Plaintiff fails to state a claim against any Defendants. Plaintiff has not alleged sufficient facts which indicate that Defendants retaliated against his First Amendment right to speech or petition the government.

5. Fourth Amendment Unreasonable Searches

Plaintiff alleges that prisoners are stripped naked in front of female personnel to their boxers. Pl. Compl. at 21.

The Fourth Amendment prohibits only unreasonable searches. Bell v. Wolfish, 441 U.S. 520, 558 (1979); Byrd v. Maricopa Cnty. Sheriff's Dep't, 629 F.3d 1135, 1140 (9th Cir. 2011), cert. denied, 131 S. Ct. 2964 (2011); Michenfelder v. Sumner, 860 F.2d 328, 332 (9th Cir. 1988). The reasonableness of the search is determined by the context, which requires a balancing of the need for the particular search against the invasion of personal rights the search entails. Bell, 441 U.S. at 558-59; Byrd, 629 F.3d at 1141; Bull v. City and Cnty. of San Francisco, 595 F.3d 964, 974-75 (9th Cir. 2010); Nunez v. Duncan, 591 F.3d 1217, 1227 (9th Cir. 2010); Michenfelder, 860 F.2d at 332-34. Factors that must be evaluated are the scope of the particular intrusion, the manner in which it is conducted, the justification for initiating it, and the place in which it is conducted. Bell, 441 U.S. at 559; Byrd, 629 F.3d at 1141; Bull, 595 F.3d at 972; Nunez, 591 F.3d at 1227; Michenfelder, 860 F.2d at 332.

Plaintiff fails to state a claim against any Defendants. Plaintiff has not alleged sufficient facts which indicate that Defendants violated his Fourth Amendment right to reasonable searches.

6. Eighth Amendment Conditions of Confinement

Plaintiff alleges that Defendants limit their prison visits, prohibit physical contact during visits, including conjugal visits. Pl. Compl. at 12. Defendants deny Plaintiff Class the opportunity to shower on a daily basis. Id. at 16. Defendants deny Plaintiff Class an adequate diet, which results in food contamination and food poison illnesses. Id. at 16-17. Prisoners that are harshly punished are not fed, given spoiled lunches, or wholly inadequate sack lunches. Id. at 21.

The Eighth Amendment protects prisoners from inhumane methods of punishment and from inhumane conditions of confinement. Morgan v. Morgensen, 465 F.3d 1041, 1045 (9th Cir. 2006). Extreme deprivations are required to make out a conditions of confinement claim, and only those deprivations denying the minimal civilized measure of life's necessities are sufficiently grave to form the basis of an Eighth Amendment violation. Hudson v. McMillian, 503 U.S. 1, 9 (1992). In order to state a claim for violation of the Eighth Amendment, Plaintiff must allege facts sufficient to support a claim that Defendants knew of and disregarded a substantial risk of serious harm to Plaintiff. E.g., Farmer v. Brennan, 511 U.S. 825, 847 (1994); Thomas v. Ponder, 611 F.3d 1144, 1151-52 (9th Cir. 2010); Foster v. Runnels, 554 F.3d 807, 812-14 (9th Cir. 2009); Frost v. Agnos, 152 F.3d 1124, 1128 (9th Cir. 1998).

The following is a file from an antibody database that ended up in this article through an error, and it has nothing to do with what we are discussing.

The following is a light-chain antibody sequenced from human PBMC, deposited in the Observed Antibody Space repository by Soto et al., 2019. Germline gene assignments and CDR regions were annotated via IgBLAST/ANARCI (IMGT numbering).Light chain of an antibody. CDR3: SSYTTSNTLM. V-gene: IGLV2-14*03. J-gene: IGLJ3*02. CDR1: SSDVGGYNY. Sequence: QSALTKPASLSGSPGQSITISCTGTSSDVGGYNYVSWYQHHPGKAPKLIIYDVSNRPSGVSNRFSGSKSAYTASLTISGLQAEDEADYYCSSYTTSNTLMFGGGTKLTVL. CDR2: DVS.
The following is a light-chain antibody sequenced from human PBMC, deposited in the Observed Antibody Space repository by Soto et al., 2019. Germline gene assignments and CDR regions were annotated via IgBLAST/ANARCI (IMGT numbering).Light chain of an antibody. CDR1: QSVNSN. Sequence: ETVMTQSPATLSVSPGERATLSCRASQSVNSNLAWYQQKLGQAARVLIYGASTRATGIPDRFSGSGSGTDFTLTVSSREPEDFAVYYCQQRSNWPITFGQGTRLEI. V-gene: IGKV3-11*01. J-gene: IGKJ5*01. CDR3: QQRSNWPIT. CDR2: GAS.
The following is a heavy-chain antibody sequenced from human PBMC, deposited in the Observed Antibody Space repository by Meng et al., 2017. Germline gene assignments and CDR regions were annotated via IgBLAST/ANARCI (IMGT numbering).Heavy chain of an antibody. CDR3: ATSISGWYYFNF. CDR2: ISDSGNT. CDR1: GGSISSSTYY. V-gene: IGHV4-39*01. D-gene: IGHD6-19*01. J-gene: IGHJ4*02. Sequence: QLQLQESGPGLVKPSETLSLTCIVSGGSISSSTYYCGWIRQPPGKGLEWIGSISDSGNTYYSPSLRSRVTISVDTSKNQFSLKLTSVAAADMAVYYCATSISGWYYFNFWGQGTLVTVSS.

Plaintiff fails to state a claim against any Defendants. Plaintiff has not alleged sufficient facts which indicate that Defendants violated his Eighth Amendment right to humane conditions of confinement.

7. Eighth Amendment Failure to Protect

Plaintiff alleges that sane prisoners are housed with mentally ill inmates, and Defendants failed to make corrective measures to racially balance the environment. Pl. Compl. at 22.

The Eighth Amendment protects prisoners from inhumane methods of punishment and from inhumane conditions of confinement. Morgan, 465 F.3d at 1045. Although prison conditions may be restrictive and harsh, prison officials must provide prisoners with food, clothing, shelter, sanitation, medical care, and personal safety. Farmer, 511 U.S. at 832-33. Prison officials have a duty to take reasonable steps to protect inmates from physical abuse. Farmer, 511 U.S. at 833; Hearns v. Terhune, 413 F.3d 1036, 1040 (9th Cir. 2005). The failure of prison officials to protect inmates from attacks by other inmates may rise to the level of an Eighth Amendment violation where prison officials know of and disregard a substantial risk of serious harm to the plaintiff. E.g., Farmer, 511 U.S. at 847; Hearns, 413 F.3d at 1040.

Plaintiff fails to state a claim against any Defendants. Plaintiff has not alleged sufficient facts which indicate that Defendants failed to protect him under the Eighth Amendment.

8. Eighth Amendment Excessive Force

Plaintiff alleges prisoners are being subjected to physical abuse or violence. Pl. Compl. at 21. Prisoners are kept in animal holding cages, handcuffed for long hours at a time, and subjected to pepper spray in their mouth and eyes. Id. at 22-23.

The Eighth Amendment protects prisoners from the use of excessive force. "What is necessary to show sufficient harm for purposes of the Cruel and Unusual Punishments Clause [of the Eighth Amendment] depends upon the claim at issue . . . " Hudson, 503 U.S. at 8. "The objective component of an Eighth Amendment claim is . . . contextual and responsive to contemporary standards of decency." Id. The malicious and sadistic use of force to cause harm always violates contemporary standards of decency, regardless of whether or not significant injury is evident. Id. at 9; see also Oliver v. Keller, 289 F.3d 623, 628 (9th Cir. 2002) (Eighth Amendment excessive force standard examines de minimis uses of force, not de minimis injuries)). However, not "every malevolent touch by a prison guard gives rise to a federal cause of action." Hudson, 503 U.S. at 9. "The Eighth Amendment's prohibition of cruel and unusual punishments necessarily excludes from constitutional recognition de minimis uses of physical force, provided that the use of force is not of a sort repugnant to the conscience of mankind." Id. at 9-10. "The absence of serious injury is . . . relevant to the Eighth Amendment inquiry, but does not end it." Id. at 7.